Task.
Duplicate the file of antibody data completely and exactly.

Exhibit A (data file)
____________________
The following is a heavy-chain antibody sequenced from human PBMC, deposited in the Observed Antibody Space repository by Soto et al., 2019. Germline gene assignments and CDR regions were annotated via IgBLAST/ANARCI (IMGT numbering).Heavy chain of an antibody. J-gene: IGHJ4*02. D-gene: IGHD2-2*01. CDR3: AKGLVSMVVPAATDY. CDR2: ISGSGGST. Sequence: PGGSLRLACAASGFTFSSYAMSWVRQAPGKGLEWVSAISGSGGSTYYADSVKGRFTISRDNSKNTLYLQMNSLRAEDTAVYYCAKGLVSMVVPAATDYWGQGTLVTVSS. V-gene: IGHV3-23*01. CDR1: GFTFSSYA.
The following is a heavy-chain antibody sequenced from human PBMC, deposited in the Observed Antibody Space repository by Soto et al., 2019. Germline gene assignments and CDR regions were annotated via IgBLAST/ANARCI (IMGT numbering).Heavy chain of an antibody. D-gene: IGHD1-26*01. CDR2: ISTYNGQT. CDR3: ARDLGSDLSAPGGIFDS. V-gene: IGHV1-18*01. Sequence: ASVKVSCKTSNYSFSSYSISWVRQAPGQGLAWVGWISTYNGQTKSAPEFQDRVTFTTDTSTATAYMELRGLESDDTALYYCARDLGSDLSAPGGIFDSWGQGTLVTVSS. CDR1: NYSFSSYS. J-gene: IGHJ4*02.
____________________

The following is a heavy-chain antibody sequenced from human PBMC, deposited in the Observed Antibody Space repository by Soto et al., 2019. Germline gene assignments and CDR regions were annotated via IgBLAST/ANARCI (IMGT numbering).Heavy chain of an antibody. J-gene: IGHJ4*02. D-gene: IGHD2-2*01. CDR3: AKGLVSMVVPAATDY. CDR2: ISGSGGST. Sequence: PGGSLRLACAASGFTFSSYAMSWVRQAPGKGLEWVSAISGSGGSTYYADSVKGRFTISRDNSKNTLYLQMNSLRAEDTAVYYCAKGLVSMVVPAATDYWGQGTLVTVSS. V-gene: IGHV3-23*01. CDR1: GFTFSSYA.
The following is a heavy-chain antibody sequenced from human PBMC, deposited in the Observed Antibody Space repository by Soto et al., 2019. Germline gene assignments and CDR regions were annotated via IgBLAST/ANARCI (IMGT numbering).Heavy chain of an antibody. D-gene: IGHD1-26*01. CDR2: ISTYNGQT. CDR3: ARDLGSDLSAPGGIFDS. V-gene: IGHV1-18*01. Sequence: ASVKVSCKTSNYSFSSYSISWVRQAPGQGLAWVGWISTYNGQTKSAPEFQDRVTFTTDTSTATAYMELRGLESDDTALYYCARDLGSDLSAPGGIFDSWGQGTLVTVSS. CDR1: NYSFSSYS. J-gene: IGHJ4*02.